Popular oat-based food products often eaten by children may contain unsafe levels of chlormequat, an agricultural chemical associated with negative health effects, according to the Environmental Working Group (EWG).
EWG commissioned an independent, accredited laboratory to conduct tests on 14 popular cereals, granolas, and other products made from oats. Chlormequat was found in all but one of the tested products, and eleven products contained chlormequat levels higher than 30 parts per billion (ppb)—the amount that EWG estimates to be safe for children’s health.
The 30 ppb threshold is based in previous animal studies demonstrating negative health effects associated with chlormequat, translating the studies’ health-protective level to a safe level in food using typical serving sizes of oat-based foods and average weights for children. Research has linked the chemical to a number of health problems in mammals, including: disrupting fetal growth, changing how children’s heads and bones develop, altering metabolism, delaying development during puberty, affecting male fertility, decreasing testosterone levels, and harming the nervous system.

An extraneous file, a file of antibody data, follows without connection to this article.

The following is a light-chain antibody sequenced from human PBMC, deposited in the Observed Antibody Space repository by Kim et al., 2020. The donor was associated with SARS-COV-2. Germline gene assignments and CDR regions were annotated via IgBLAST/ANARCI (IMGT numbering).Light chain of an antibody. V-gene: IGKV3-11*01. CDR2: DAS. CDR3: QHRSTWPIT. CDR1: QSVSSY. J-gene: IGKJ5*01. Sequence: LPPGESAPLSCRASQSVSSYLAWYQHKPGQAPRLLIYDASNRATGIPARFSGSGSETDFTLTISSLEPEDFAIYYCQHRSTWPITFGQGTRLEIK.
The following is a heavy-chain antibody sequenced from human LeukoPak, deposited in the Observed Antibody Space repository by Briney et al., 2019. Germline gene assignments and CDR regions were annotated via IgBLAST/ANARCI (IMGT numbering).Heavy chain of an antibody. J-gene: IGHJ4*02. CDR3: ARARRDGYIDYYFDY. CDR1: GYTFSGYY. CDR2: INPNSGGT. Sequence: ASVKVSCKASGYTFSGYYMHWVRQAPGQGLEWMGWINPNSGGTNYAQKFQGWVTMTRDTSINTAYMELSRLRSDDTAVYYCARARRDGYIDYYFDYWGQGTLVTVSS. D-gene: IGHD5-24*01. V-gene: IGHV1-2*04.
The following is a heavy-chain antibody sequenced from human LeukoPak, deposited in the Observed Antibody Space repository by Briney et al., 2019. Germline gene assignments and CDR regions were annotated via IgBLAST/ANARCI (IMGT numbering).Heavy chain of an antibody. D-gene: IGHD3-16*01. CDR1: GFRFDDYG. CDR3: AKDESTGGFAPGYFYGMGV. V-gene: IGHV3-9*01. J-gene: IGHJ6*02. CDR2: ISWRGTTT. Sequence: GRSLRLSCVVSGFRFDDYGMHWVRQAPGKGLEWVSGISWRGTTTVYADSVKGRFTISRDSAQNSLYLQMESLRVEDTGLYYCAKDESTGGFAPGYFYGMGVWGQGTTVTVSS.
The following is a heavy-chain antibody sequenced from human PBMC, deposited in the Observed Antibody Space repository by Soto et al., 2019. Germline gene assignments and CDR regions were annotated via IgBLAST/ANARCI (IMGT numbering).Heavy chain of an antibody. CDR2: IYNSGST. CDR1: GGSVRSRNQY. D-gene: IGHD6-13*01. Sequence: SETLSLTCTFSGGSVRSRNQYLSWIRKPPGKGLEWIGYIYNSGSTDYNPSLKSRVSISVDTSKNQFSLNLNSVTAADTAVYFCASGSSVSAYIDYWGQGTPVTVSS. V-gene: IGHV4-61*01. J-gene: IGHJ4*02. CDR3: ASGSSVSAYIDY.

Chlormequat is used to alter plant growth, and is applied to oat and grain crops to prevent them from bowing, which makes harvesting difficult.
In the U.S., clormequat is approved for agricultural commercial use on ornamental plants only, not food crops. However, imported oats can contain chlormequat residue. In 2018, the U.S. Environmental Protection Agency (EPA) permitted traces of chlormequat in U.S. foods, including oats, wheat, and barley. In 2020, EPA increased the permitted levels of the chemical in oats.
The EWG-commissioned tests included 13 non-organic, or conventional, oatmeal, granola, cereals and other oat-based products, and one organic granola product, purchased in spring and summer of 2022. Quaker’s Old Fashioned Oats had the highest concentration of chlormequat at 291 ppb, followed by Quaker’s Honey Nut Oatmeal Squares, Quaker’s Maple and Brown Sugar Instant Oatmeal, Great Value Oats & Honey Granola, and Cheerios—all containing levels above 100 ppb.
The only non-organic product with no detectable level of chlormequat was Kellogg’s Special K Fruit and Yogurt. No chlormequat was detected in the single organic granola sample tested.